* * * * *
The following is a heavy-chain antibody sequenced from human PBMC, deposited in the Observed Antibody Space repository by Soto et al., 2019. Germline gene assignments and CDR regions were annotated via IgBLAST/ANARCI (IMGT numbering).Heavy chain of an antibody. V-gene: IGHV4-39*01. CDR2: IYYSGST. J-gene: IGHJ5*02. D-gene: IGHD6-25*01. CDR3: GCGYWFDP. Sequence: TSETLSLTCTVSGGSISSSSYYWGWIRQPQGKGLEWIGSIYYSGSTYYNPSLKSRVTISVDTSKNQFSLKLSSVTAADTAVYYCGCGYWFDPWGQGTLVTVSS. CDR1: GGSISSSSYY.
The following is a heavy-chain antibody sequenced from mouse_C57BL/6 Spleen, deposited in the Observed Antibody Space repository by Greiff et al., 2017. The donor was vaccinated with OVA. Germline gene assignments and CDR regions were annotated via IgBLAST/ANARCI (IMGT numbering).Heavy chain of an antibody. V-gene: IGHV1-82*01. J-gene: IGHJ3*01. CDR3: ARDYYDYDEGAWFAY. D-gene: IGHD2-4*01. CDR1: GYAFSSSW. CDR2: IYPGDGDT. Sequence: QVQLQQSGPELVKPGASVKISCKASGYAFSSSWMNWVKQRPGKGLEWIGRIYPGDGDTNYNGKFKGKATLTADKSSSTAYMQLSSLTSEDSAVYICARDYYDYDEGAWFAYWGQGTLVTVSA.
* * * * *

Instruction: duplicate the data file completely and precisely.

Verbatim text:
The following is a heavy-chain antibody sequenced from human PBMC, deposited in the Observed Antibody Space repository by Soto et al., 2019. Germline gene assignments and CDR regions were annotated via IgBLAST/ANARCI (IMGT numbering).Heavy chain of an antibody. V-gene: IGHV4-39*01. CDR2: IYYSGST. J-gene: IGHJ5*02. D-gene: IGHD6-25*01. CDR3: GCGYWFDP. Sequence: TSETLSLTCTVSGGSISSSSYYWGWIRQPQGKGLEWIGSIYYSGSTYYNPSLKSRVTISVDTSKNQFSLKLSSVTAADTAVYYCGCGYWFDPWGQGTLVTVSS. CDR1: GGSISSSSYY.
The following is a heavy-chain antibody sequenced from mouse_C57BL/6 Spleen, deposited in the Observed Antibody Space repository by Greiff et al., 2017. The donor was vaccinated with OVA. Germline gene assignments and CDR regions were annotated via IgBLAST/ANARCI (IMGT numbering).Heavy chain of an antibody. V-gene: IGHV1-82*01. J-gene: IGHJ3*01. CDR3: ARDYYDYDEGAWFAY. D-gene: IGHD2-4*01. CDR1: GYAFSSSW. CDR2: IYPGDGDT. Sequence: QVQLQQSGPELVKPGASVKISCKASGYAFSSSWMNWVKQRPGKGLEWIGRIYPGDGDTNYNGKFKGKATLTADKSSSTAYMQLSSLTSEDSAVYICARDYYDYDEGAWFAYWGQGTLVTVSA.